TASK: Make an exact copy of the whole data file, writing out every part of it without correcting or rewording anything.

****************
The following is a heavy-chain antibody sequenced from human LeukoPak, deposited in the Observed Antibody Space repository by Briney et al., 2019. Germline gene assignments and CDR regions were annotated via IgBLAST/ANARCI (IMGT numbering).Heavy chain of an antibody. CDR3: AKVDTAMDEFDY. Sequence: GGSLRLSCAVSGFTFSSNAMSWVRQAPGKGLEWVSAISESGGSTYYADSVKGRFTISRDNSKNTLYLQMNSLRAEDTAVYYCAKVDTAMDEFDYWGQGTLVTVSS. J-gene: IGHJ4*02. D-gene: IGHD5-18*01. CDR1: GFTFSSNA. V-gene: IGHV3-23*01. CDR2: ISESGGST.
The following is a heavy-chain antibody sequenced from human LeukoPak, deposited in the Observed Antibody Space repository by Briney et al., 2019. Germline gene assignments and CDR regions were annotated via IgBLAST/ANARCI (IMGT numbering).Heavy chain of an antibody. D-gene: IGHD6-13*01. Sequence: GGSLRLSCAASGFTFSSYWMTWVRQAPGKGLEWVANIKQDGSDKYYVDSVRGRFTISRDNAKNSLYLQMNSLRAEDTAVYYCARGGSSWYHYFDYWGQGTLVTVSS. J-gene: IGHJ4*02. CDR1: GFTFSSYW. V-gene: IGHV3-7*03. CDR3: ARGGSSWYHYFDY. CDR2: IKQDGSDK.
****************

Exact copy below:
The following is a heavy-chain antibody sequenced from human LeukoPak, deposited in the Observed Antibody Space repository by Briney et al., 2019. Germline gene assignments and CDR regions were annotated via IgBLAST/ANARCI (IMGT numbering).Heavy chain of an antibody. CDR3: AKVDTAMDEFDY. Sequence: GGSLRLSCAVSGFTFSSNAMSWVRQAPGKGLEWVSAISESGGSTYYADSVKGRFTISRDNSKNTLYLQMNSLRAEDTAVYYCAKVDTAMDEFDYWGQGTLVTVSS. J-gene: IGHJ4*02. D-gene: IGHD5-18*01. CDR1: GFTFSSNA. V-gene: IGHV3-23*01. CDR2: ISESGGST.
The following is a heavy-chain antibody sequenced from human LeukoPak, deposited in the Observed Antibody Space repository by Briney et al., 2019. Germline gene assignments and CDR regions were annotated via IgBLAST/ANARCI (IMGT numbering).Heavy chain of an antibody. D-gene: IGHD6-13*01. Sequence: GGSLRLSCAASGFTFSSYWMTWVRQAPGKGLEWVANIKQDGSDKYYVDSVRGRFTISRDNAKNSLYLQMNSLRAEDTAVYYCARGGSSWYHYFDYWGQGTLVTVSS. J-gene: IGHJ4*02. CDR1: GFTFSSYW. V-gene: IGHV3-7*03. CDR3: ARGGSSWYHYFDY. CDR2: IKQDGSDK.